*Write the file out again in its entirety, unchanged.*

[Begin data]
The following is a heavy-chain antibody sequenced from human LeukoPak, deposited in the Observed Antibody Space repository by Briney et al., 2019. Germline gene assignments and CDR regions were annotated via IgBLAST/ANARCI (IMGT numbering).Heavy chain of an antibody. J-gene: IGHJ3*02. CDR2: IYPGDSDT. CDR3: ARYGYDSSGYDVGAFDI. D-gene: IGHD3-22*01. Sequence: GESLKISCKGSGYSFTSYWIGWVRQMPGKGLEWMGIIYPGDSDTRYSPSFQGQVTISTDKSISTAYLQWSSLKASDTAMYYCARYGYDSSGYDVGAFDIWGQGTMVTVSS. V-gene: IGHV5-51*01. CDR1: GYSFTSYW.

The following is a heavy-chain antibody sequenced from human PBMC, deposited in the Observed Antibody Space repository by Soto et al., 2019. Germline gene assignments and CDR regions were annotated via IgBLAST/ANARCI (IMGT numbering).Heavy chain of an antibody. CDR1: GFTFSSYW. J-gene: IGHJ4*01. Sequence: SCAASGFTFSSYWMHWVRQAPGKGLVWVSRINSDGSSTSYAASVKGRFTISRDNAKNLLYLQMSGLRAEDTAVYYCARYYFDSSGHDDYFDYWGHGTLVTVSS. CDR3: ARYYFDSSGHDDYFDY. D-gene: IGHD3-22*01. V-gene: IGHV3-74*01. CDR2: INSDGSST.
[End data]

The following is a heavy-chain antibody sequenced from human LeukoPak, deposited in the Observed Antibody Space repository by Briney et al., 2019. Germline gene assignments and CDR regions were annotated via IgBLAST/ANARCI (IMGT numbering).Heavy chain of an antibody. J-gene: IGHJ3*02. CDR2: IYPGDSDT. CDR3: ARYGYDSSGYDVGAFDI. D-gene: IGHD3-22*01. Sequence: GESLKISCKGSGYSFTSYWIGWVRQMPGKGLEWMGIIYPGDSDTRYSPSFQGQVTISTDKSISTAYLQWSSLKASDTAMYYCARYGYDSSGYDVGAFDIWGQGTMVTVSS. V-gene: IGHV5-51*01. CDR1: GYSFTSYW.

The following is a heavy-chain antibody sequenced from human PBMC, deposited in the Observed Antibody Space repository by Soto et al., 2019. Germline gene assignments and CDR regions were annotated via IgBLAST/ANARCI (IMGT numbering).Heavy chain of an antibody. CDR1: GFTFSSYW. J-gene: IGHJ4*01. Sequence: SCAASGFTFSSYWMHWVRQAPGKGLVWVSRINSDGSSTSYAASVKGRFTISRDNAKNLLYLQMSGLRAEDTAVYYCARYYFDSSGHDDYFDYWGHGTLVTVSS. CDR3: ARYYFDSSGHDDYFDY. D-gene: IGHD3-22*01. V-gene: IGHV3-74*01. CDR2: INSDGSST.